August 6, 2015

Buyers and sellers of residential real property in Illinois need to be aware of a new appellate decision in Illinois that makes it harder for builders and developers to protect themselves from the extension of the Implied Warranty of Habitability to subsequent purchasers. This reduced protection applies even when builders and developers effectively disclaim the implied warranty to their original purchasers and the original purchaser sells the property “as is” to the subsequent purchaser.   

The Implied Warranty of Habitability is a warranty that is implied into every contract for sale from a builder to a buyer, to the effect that the house, when completed and transferred to the buyer, will be reasonably suited for its intended use. The implied warranty only applies to latent defects that interfere with a buyer’s legitimate expectations and that manifest themselves within a reasonable amount of time after the house was purchased.  

The concept of an implied warranty was first endorsed by the Illinois Supreme Court in 1979. In 1980, the implied warranty was extended to the purchasers of condominiums and then, in 1982, extended to subsequent purchasers. (“The compelling public policies underlying the implied warranty of habitability should not be frustrated because of the short intervening ownership of the first purchaser; in these circumstances the implied warranty of habitability survives a change of hands in the ownership.” Redarowicz v. Ohlendorf, 92 Ill.2d 171 (1982)) In 1983, it was again extended to allow buyers to apply the concept to subcontractors of the builder.

Builders and developers, in an effort to limit their exposure to claims, have developed contract clauses that seek to limit their exposure to implied warranties, including the Implied Warranty of Habitability. Courts have enforced such waivers as long as the waiver meets a stringent burden. The disclaimer or waiver must: (1) be conspicuous and set apart from the rest of the contract language in some way such that it is the waiver that is brought to the purchasers’ attention; (2) explain the consequences of the waiver to the purchaser; and (3) indicate that the purchasers knowingly waived their rights to pursue an action for any alleged breach of the implied warranty of habitability. If the builder or developer could show that its buyer executed such a waiver, then the court would find there is an effective waiver.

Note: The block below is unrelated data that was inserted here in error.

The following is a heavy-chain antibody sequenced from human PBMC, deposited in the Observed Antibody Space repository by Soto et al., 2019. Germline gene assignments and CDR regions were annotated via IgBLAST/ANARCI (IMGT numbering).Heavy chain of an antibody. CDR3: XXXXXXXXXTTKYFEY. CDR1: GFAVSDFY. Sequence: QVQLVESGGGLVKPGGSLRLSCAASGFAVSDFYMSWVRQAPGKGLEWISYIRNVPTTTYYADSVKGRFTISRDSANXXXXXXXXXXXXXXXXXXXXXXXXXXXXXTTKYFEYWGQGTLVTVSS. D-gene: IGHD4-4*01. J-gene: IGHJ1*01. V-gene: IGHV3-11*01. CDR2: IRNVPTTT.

The First District Illinois Appellate Court has now clarified the application of this three-part test in Fatah v. Bim, 2015 IL App (1st) 140171. As far as the appellate court was concerned, the facts of the case are not terribly complicated. In 2007, a builder sold a newly constructed house to a buyer using a contract that contained such a waiver. Three years later, the buyer sold the house to a subsequent purchaser, who purchased the property “as is.” Nine months after the subsequent purchaser bought the house, a raised back patio supported by a retaining wall collapsed (there was no other damage other than the collapse of the back patio).